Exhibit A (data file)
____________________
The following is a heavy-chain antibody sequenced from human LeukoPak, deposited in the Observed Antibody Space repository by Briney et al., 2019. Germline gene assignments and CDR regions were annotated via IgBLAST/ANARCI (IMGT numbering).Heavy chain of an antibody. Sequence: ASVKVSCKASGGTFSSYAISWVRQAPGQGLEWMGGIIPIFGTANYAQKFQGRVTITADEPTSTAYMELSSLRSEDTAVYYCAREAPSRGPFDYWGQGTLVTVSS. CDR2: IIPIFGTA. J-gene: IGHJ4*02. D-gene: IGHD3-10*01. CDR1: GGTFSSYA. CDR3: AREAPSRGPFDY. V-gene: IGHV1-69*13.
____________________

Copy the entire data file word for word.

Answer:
The following is a heavy-chain antibody sequenced from human LeukoPak, deposited in the Observed Antibody Space repository by Briney et al., 2019. Germline gene assignments and CDR regions were annotated via IgBLAST/ANARCI (IMGT numbering).Heavy chain of an antibody. Sequence: ASVKVSCKASGGTFSSYAISWVRQAPGQGLEWMGGIIPIFGTANYAQKFQGRVTITADEPTSTAYMELSSLRSEDTAVYYCAREAPSRGPFDYWGQGTLVTVSS. CDR2: IIPIFGTA. J-gene: IGHJ4*02. D-gene: IGHD3-10*01. CDR1: GGTFSSYA. CDR3: AREAPSRGPFDY. V-gene: IGHV1-69*13.